The Traditional Healthcare System Was Not Built For Women
Bias is pervasive in both clinical research and the provision of care. In 1977, the FDA issued guidelines banning most women of “childbearing potential” from participating in clinical research studies. It took 16 years for the FDA to rescind this guidance, and women were not required by law to be included in clinical trials until the NIH Revitalization Act of 1993. But the shortfall persists: despite their inclusion, there are no requirements for clinical results to differentiate findings on the basis of sex.
Society and cultural norms continue to stigmatize womens’ bodies. More often than not, women’s pain points are viewed as a taboo, where words such as vagina, menopause, and pelvic floor dysfunction are often only whispered behind closed doors. Women require information and support to manage their bodies and start advocating for themselves in a healthcare setting.
Women have unique healthcare needs that are diverse, multi-faceted and will evolve over time. Most importantly, this space includes more than just a woman’s ability or inability to reproduce.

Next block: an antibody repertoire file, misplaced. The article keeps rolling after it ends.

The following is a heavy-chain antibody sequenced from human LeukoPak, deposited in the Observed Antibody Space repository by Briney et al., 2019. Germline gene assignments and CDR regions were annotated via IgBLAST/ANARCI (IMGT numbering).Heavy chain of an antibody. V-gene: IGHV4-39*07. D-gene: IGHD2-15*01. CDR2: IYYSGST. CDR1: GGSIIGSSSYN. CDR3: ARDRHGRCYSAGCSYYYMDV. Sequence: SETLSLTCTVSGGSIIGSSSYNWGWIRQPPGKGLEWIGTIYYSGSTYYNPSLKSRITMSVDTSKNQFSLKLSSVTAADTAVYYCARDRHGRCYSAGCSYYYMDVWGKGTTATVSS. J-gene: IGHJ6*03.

Key Stages of Womanhood
How, then, do we care for women throughout their healthcare journey, from puberty through menopause and beyond? First, we must understand the key health milestones throughout a woman’s life.
- The Maiden – puberty and adolescence, ages 12-18
- The Explorer – sexual growth and maturation, ages 19-28
- The Nurturer – family and reproduction, ages 29-45
- The Warrior – menopause and middle age, ages 46-64
- The Sage – post climacteric, ages 65+
As one would expect, these stages dictate the therapeutic areas addressed, including reproductive, menstrual, sexual, pelvic floor, vaginal, oncology, bone, brain, autoimmune and cardiovascular. While pelvic health or menopause can span multiple decades, some facets of health needs, such as IVF, contraception, or sexual education serve a purpose at a unique point in time.
At each stage across the continuum of care, there are opportunities to help improve a woman’s health outcomes. Treatment may include:
- The Maiden: menstruation, contraception, STD education and management, mental health, HPV vaccine